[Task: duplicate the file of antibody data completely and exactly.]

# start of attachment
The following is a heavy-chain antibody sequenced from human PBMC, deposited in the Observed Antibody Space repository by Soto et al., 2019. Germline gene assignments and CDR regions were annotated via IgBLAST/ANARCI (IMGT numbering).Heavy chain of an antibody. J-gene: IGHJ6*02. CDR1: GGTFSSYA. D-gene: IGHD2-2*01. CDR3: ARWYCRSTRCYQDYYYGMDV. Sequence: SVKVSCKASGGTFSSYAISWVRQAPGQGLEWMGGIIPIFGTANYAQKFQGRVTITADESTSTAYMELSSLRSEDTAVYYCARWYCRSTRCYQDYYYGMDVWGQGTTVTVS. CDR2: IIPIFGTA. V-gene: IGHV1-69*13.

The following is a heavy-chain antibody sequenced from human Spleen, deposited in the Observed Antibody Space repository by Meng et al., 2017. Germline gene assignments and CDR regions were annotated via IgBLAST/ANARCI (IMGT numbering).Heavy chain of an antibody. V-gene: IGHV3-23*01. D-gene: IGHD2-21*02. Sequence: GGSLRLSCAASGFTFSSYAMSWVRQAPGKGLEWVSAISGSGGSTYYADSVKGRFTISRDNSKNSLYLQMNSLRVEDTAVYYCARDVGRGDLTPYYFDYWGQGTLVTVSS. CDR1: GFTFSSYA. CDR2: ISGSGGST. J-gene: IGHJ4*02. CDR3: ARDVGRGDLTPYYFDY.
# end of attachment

The following is a heavy-chain antibody sequenced from human PBMC, deposited in the Observed Antibody Space repository by Soto et al., 2019. Germline gene assignments and CDR regions were annotated via IgBLAST/ANARCI (IMGT numbering).Heavy chain of an antibody. J-gene: IGHJ6*02. CDR1: GGTFSSYA. D-gene: IGHD2-2*01. CDR3: ARWYCRSTRCYQDYYYGMDV. Sequence: SVKVSCKASGGTFSSYAISWVRQAPGQGLEWMGGIIPIFGTANYAQKFQGRVTITADESTSTAYMELSSLRSEDTAVYYCARWYCRSTRCYQDYYYGMDVWGQGTTVTVS. CDR2: IIPIFGTA. V-gene: IGHV1-69*13.

The following is a heavy-chain antibody sequenced from human Spleen, deposited in the Observed Antibody Space repository by Meng et al., 2017. Germline gene assignments and CDR regions were annotated via IgBLAST/ANARCI (IMGT numbering).Heavy chain of an antibody. V-gene: IGHV3-23*01. D-gene: IGHD2-21*02. Sequence: GGSLRLSCAASGFTFSSYAMSWVRQAPGKGLEWVSAISGSGGSTYYADSVKGRFTISRDNSKNSLYLQMNSLRVEDTAVYYCARDVGRGDLTPYYFDYWGQGTLVTVSS. CDR1: GFTFSSYA. CDR2: ISGSGGST. J-gene: IGHJ4*02. CDR3: ARDVGRGDLTPYYFDY.